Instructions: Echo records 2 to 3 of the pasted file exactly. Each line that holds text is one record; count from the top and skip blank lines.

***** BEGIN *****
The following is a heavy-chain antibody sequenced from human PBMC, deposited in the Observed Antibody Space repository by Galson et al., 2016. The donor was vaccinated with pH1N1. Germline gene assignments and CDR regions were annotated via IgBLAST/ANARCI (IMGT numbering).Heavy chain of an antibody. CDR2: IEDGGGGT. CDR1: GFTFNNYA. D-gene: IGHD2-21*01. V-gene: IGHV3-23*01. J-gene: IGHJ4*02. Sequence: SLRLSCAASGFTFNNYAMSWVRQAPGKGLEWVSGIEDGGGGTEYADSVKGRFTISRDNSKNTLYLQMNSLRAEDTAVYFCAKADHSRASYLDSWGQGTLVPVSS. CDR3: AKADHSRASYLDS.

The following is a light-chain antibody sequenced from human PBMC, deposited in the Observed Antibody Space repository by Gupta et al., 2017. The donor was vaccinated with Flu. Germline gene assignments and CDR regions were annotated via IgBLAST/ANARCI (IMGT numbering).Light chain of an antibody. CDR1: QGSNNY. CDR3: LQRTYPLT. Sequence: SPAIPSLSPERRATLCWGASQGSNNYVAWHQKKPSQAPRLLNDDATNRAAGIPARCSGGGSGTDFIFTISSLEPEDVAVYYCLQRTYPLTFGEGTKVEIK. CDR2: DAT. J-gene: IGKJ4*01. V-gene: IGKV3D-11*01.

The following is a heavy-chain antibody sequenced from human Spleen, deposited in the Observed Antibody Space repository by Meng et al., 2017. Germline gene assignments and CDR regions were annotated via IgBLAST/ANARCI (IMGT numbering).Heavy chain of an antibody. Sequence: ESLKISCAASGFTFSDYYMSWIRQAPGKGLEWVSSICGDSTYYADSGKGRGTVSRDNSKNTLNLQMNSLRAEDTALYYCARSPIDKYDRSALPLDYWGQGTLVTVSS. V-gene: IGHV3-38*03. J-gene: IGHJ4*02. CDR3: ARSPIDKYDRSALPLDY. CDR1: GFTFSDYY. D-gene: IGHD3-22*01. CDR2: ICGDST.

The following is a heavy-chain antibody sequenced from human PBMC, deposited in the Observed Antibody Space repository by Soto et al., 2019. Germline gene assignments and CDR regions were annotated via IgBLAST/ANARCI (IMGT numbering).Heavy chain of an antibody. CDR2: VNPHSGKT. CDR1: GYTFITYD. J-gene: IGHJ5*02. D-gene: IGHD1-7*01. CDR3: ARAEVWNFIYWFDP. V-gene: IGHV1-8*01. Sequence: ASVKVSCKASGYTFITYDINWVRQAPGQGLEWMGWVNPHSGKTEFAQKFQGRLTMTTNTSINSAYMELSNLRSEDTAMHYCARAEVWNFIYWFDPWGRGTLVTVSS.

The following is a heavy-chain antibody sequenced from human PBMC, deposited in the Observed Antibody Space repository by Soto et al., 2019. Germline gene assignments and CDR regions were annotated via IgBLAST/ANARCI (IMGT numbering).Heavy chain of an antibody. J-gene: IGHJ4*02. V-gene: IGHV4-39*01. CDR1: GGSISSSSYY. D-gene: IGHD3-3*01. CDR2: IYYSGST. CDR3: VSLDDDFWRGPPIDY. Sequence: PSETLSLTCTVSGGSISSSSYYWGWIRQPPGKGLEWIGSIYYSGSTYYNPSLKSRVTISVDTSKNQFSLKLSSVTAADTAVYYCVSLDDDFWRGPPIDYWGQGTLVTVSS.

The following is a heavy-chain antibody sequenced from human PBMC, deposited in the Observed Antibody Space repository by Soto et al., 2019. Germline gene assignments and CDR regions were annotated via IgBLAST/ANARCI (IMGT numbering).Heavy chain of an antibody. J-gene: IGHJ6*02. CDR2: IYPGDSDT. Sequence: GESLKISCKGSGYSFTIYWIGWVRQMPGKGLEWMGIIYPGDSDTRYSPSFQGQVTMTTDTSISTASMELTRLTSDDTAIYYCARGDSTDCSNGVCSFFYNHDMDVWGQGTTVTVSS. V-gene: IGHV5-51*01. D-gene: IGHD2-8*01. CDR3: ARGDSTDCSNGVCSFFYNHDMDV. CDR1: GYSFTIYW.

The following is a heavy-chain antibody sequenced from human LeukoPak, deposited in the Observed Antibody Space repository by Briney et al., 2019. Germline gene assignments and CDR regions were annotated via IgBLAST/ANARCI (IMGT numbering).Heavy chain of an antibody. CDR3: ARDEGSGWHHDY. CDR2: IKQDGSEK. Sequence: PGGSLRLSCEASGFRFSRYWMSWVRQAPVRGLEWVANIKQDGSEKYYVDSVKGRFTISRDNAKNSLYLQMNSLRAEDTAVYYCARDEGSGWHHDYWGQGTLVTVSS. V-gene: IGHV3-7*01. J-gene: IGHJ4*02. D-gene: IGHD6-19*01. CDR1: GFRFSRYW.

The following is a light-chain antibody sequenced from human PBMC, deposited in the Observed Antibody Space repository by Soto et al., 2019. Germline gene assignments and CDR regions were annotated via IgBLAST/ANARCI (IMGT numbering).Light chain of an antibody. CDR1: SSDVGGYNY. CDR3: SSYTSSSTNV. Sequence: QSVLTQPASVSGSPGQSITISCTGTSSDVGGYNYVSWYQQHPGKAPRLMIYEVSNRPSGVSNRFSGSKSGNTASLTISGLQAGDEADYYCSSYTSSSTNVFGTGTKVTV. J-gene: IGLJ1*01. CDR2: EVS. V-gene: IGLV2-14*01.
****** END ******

The following is a light-chain antibody sequenced from human PBMC, deposited in the Observed Antibody Space repository by Gupta et al., 2017. The donor was vaccinated with Flu. Germline gene assignments and CDR regions were annotated via IgBLAST/ANARCI (IMGT numbering).Light chain of an antibody. CDR1: QGSNNY. CDR3: LQRTYPLT. Sequence: SPAIPSLSPERRATLCWGASQGSNNYVAWHQKKPSQAPRLLNDDATNRAAGIPARCSGGGSGTDFIFTISSLEPEDVAVYYCLQRTYPLTFGEGTKVEIK. CDR2: DAT. J-gene: IGKJ4*01. V-gene: IGKV3D-11*01.

The following is a heavy-chain antibody sequenced from human Spleen, deposited in the Observed Antibody Space repository by Meng et al., 2017. Germline gene assignments and CDR regions were annotated via IgBLAST/ANARCI (IMGT numbering).Heavy chain of an antibody. Sequence: ESLKISCAASGFTFSDYYMSWIRQAPGKGLEWVSSICGDSTYYADSGKGRGTVSRDNSKNTLNLQMNSLRAEDTALYYCARSPIDKYDRSALPLDYWGQGTLVTVSS. V-gene: IGHV3-38*03. J-gene: IGHJ4*02. CDR3: ARSPIDKYDRSALPLDY. CDR1: GFTFSDYY. D-gene: IGHD3-22*01. CDR2: ICGDST.